ResearchUNC Charlotte

Charlotte Psychology Professor: Negative Emotions Are To Be Thankful For

As a creative writer, I am always on the prowl for a good story.

“With Thanksgiving approaching, gratitude would be a good subject,” I thought. “Better yet, the psychology of gratefulness.”

It seemed like an apropos subject for the season. I went on my merry way, researching and reaching out to experts. I already mapped out how the article would look and feel but threw those plans out the window when I started talking to Sara Levens. Instead, I learned something far more valuable. 

Levens is an associate professor in the Department of Psychological Science and coordinator for the Behavioral Science Health Psychology doctoral program at UNC Charlotte. Her background includes cognitive and affective neuroscience and emotion research in the context of social media, mental health, health psychology, and behavior change.

I asked Levens, “How do negative emotions get in the way of being grateful or happy?” I was looking for her to give the solution that would push all negativity aside and lead to a path of grateful thought processes. Besides, I needed some tips for Thanksgiving dinner conversation.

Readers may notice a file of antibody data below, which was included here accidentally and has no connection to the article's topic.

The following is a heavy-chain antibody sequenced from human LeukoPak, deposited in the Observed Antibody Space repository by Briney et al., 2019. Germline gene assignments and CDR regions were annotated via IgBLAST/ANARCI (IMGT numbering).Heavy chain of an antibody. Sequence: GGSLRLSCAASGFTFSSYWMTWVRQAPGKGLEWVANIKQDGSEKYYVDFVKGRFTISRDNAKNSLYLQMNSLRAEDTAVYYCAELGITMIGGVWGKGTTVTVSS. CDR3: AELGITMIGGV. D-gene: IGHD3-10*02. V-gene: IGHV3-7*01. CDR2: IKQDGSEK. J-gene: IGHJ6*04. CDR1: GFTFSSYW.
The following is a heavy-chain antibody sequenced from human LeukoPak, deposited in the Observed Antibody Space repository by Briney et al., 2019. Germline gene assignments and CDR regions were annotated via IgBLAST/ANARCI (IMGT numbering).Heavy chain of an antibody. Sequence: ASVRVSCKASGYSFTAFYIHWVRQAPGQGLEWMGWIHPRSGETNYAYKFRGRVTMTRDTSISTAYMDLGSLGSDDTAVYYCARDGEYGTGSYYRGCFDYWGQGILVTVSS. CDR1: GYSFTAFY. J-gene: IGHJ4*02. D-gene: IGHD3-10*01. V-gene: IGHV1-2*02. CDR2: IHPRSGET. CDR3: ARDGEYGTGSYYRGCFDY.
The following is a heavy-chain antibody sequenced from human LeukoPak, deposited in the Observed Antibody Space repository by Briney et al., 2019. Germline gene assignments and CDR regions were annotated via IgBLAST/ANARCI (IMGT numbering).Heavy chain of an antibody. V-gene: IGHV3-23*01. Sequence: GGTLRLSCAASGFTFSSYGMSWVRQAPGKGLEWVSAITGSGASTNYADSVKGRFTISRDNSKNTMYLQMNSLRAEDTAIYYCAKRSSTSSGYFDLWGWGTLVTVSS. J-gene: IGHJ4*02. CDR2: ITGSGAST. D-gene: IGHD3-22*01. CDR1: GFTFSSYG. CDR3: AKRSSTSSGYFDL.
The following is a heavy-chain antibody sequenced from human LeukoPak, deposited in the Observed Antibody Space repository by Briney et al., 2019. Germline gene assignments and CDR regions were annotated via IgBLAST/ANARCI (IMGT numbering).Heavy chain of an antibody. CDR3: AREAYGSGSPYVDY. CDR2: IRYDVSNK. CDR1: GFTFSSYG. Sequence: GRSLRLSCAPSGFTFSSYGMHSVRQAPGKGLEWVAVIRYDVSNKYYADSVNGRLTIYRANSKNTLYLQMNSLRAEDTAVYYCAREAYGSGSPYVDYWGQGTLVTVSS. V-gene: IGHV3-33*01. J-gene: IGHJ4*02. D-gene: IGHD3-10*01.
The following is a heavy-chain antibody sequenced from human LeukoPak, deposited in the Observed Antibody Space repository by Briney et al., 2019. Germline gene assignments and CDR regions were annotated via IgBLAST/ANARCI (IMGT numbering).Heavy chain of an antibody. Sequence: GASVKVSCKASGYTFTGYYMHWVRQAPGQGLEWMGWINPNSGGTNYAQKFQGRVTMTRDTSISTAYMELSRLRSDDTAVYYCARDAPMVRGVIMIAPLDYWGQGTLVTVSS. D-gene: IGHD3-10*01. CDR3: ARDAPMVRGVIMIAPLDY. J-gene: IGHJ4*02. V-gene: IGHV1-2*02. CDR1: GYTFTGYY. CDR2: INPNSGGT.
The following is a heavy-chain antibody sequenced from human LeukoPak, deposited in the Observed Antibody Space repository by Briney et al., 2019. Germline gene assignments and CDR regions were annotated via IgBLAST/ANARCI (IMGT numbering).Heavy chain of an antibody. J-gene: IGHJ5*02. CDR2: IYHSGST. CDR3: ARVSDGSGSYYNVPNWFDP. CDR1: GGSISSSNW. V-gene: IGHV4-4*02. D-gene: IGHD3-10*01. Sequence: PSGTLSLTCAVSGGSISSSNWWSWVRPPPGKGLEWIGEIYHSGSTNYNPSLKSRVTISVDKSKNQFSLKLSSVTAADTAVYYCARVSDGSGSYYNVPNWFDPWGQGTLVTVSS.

“So that idea of how negative emotions get in the way is interesting, because it is an element that shows a false understanding of emotion,” said Levens. “They’re viewed as just not as good as positive emotions, but that’s not how emotions exist within your body. Emotions are there to guide your behavior.”

As we continued discussing the idea of demonizing negative emotions, like fear, disgust or sadness, it became clear that the mere act of doing this only suppresses messages that the mind tries to communicate. Emotion isn’t meant to be good or bad. It’s meant to tell us about our environment, situation or life circumstances. It’s crucial to understand ourselves better, work through emotional issues and move toward gratitude. 

“You need your fear response,” explained Levens. “Fear, among other negative emotions, gets a seriously bad rap. They’re just viewed as this distraction towards happiness and gratitude. We have to ask ourselves what the real barrier is. It’s us ignoring, not processing negative emotions, and not recognizing their value.” 

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